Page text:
Computational Molecular Bioscience
Vol.4 No.1(2014), Article ID:43792,3 pages DOI:10.4236/cmb.2014.41002

Use of Quantum Trajectories in Computational Molecular Bioscience

Burke Ritchie

Lawrence Livermore National Laboratory, Livermore Software Technology Corporation, Livermore, USA


Copyright © 2014 by author and Scientific Research Publishing Inc.

This work is licensed under the Creative Commons Attribution International License (CC BY).

Received 7 February 2014; revised 28 February 2014; accepted 7 March 2014


A spin-dependent quantum trajectory methodology is outlined which achieves electron exchangecorrelation on an ab initio basis. The methodology is intended to give workers in electronic structure the same computational capability which has been available for decades in classical dynamics.

Keywords:Quantum Trajectory; Exchange-Correlation; Pauli Exclusion Principle

Should computational resources continue to be devoted to the further implementation of approximate methods of molecular electronic structure? In this brief report, I point out that a first-principles theory for electron exchange-correlation based on a quantum trajectory methodology has been available in principle since Dirac’s 1928 paper for a relativistic electron but has not been implemented until recently [1] [2] owing to the ascendancy of Schroedinger theory in the intervening years. This neglect appears to originate with the canard that Schroedinger theory is valid except in the regime of high electron velocity in a high-Z regime of atomic structure. This can’t be true since electron spin is ubiquitous in the low-Z regime of electronic structure, and electron spin is a property of Dirac’s and not of Schroedinger’s equation.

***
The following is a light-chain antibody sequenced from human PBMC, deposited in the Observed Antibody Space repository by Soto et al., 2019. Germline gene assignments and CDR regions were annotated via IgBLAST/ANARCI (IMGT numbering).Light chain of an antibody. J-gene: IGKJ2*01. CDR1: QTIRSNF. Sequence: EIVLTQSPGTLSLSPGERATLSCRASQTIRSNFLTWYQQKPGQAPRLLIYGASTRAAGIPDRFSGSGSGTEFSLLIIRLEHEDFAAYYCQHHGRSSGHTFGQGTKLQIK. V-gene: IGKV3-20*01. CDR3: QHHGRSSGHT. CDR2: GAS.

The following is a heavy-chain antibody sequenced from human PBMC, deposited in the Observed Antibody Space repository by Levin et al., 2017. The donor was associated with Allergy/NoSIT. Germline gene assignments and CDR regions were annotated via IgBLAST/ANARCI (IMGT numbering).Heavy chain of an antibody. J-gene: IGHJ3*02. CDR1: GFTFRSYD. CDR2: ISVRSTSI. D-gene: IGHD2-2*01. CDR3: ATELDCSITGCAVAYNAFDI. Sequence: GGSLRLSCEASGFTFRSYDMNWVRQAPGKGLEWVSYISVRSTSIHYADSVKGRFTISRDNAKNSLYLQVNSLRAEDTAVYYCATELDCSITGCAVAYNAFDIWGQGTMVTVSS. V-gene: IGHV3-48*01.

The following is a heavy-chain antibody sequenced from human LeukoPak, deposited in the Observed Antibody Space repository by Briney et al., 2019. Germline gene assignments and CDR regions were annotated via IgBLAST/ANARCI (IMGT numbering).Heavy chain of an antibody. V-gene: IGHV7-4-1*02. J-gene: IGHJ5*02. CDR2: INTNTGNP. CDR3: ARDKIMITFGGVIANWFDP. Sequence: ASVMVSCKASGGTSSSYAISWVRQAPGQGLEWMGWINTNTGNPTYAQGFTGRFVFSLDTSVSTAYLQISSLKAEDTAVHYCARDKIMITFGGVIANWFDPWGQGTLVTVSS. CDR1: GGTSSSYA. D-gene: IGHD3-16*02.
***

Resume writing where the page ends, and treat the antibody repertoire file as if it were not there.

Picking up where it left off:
The classical trajectory has a long and distinguished history in chemistry including chemical-reaction and molecular dynamics. The passage from relativistic classical to relativistic quantum dynamics simply replaces Newton’s deterministic equation of motion with Dirac’s wave equation of motion for any one electron in an ensemble,


where, , , , and for Pauli’s spin vector

and the 2 × 2 identity matrix I. Notice the passage from classical to quantum dynamics of Coulomb’s Law

for the interaction of any two electrons whose trajectories are at and

classically and at and quantum mechanically. The generalization to many electrons is obvious. For example for any two electrons equations of motion analogous to Equation (1) would be written for the primed-variable electron whose interaction with the other electron would now be expressed using the unprimed variable.

The quantum trajectory is calculated for the unprimed-variable electron as follows. First this electron’s velocity field is inferred from its current,

, (2)

where and from which a trajectory, , can be calculated from the time integration of the velocity field to find a position field,

, (3)

and finally by finding the quantum expectation value of the position field,


and similarly for the primed electron.

In the nonrelativistic regime of electron velocity the current is evaluated in the nonrelativistic limit using


where and obeys the time-dependent Schroedinger equation,

. (5)

has up (plus sign) or down (minus sign) spin states denoted by (i.e. or spin states)

respectively. Written out explicitly in terms of the large component the current given by Equation (2) becomes

, (6)

where we have used and the identity,

from which the identities useful in evaluating the current can be inferred,


. (8)

Written out explicitly for up (upper sign) or down (lower sign) spin states the current in the nonrelativistic regime is